Michael Blunden was added to compete for the 4th line center slot and provide depth at wing. Most recently, Scott Howson crafted a trade with Calgary to bring young defenseman Anton Stralman into the fold. This was a typical Howson move, bringing in a player who flew under the radar for many, but fits the specific profile of the player the team lacked – a defenseman with a right handed-shot, good size, a heavy shot from the point, and good skating and puck moving ability. Calgary fans were not pleased with this trade, which saw a 3rd round draft pick head north, as Stralman had an excellent camp. In Columbus, Stralman will help the much-maligned power play, and will add some much needed shooting credibility at the blue line. With Fedor Tyutin and Kris Russell, all of the anticipated pairings will now have a legitimate offensive threat from the defensive corps.

The final new components are the full-time debut of highly-touted winger Nikita Filatov, the club’s first round pick in 2008, and a healthy Derick Brassard. In his eight game NHL audition last year, Filatov notched four goals, including a hat trick. He added some heft to his wiry frame over the summer, and impressed Hitchock with his commitment to the defensive end of the ice in camp. Though the coach would never admit it in public, the young Russian’s shooting and passing abilities are eyebrow-raising. He and R.J. Umberger will likely alternate second and third line duties, depending upon the opponents and the matchups. In the meantime, Brassard has demonstrated the deftness with the puck that made him the leading Calder Trophy candidate last year, until a shoulder injury sidelined him for the year at the 31 game mark. He will provide Nash and Huselius with the true #1 center they have lacked, making that a very scary line.

What is missing? Not a lot, if the truth be told. Malhotra was the most visible departure, due both to his faceoff prowess and his popularity with the fan base. However, he was a fish out of water much of the year, attempting to center the top line with a skill set more attuned to the third or fourth line. While capable of some slick plays, he more often missed the mark on open opportunities. Ole-Kristian Tollefsen took some physical play with him, but was a true liability with the puck, and lacked the quickness necessary to adequately defend his own zone. Michael Peca’s leadership in the room will likely be missed, but retirement looms for Peca, who was a game competitor to the end, but ultimately no longer has the skills to compete at the NHL level on a consistent basis. Winger Jason Williams was allowed to sign with the dreaded Red Wings, a move that perplexed many in the Blue Jacket fan base. Williams brought a sniper’s shot to both the even strength game and the power play, and was a key contributor down the stretch. A healthy Raffi Torres will be slotted to fill that gap.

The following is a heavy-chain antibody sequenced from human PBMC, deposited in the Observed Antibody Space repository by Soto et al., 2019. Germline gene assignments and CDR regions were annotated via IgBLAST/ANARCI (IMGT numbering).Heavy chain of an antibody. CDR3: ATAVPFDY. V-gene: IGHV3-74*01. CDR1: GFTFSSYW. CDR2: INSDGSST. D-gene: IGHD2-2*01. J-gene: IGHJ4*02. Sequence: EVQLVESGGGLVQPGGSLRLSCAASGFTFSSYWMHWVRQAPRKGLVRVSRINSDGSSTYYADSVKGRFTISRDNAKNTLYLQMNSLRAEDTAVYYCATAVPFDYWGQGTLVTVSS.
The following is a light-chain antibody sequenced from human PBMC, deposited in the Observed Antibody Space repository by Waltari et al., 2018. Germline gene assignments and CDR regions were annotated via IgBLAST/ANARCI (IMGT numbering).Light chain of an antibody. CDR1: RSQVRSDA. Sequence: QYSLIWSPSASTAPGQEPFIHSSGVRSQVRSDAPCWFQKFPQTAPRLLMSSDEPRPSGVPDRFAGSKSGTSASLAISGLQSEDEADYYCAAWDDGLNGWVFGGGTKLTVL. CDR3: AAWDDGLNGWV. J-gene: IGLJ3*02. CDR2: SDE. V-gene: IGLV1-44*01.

These targeted changes, combined with another year of experience for the likes of Nash, Russell, Umberger, Torres and others, have led to a more all-encompassing change, at least if pre-season is any indicator. In past seasons, the Jackets have been primarily a three-player offensive club. The defense manned the points, tried to keep the puck in the zone, but ultimately were called upon to begin retreating if possession was even debatable. Without a right hand shot, or a real power shooter at the point, the club had to rely on some fancy playmaking down low to score.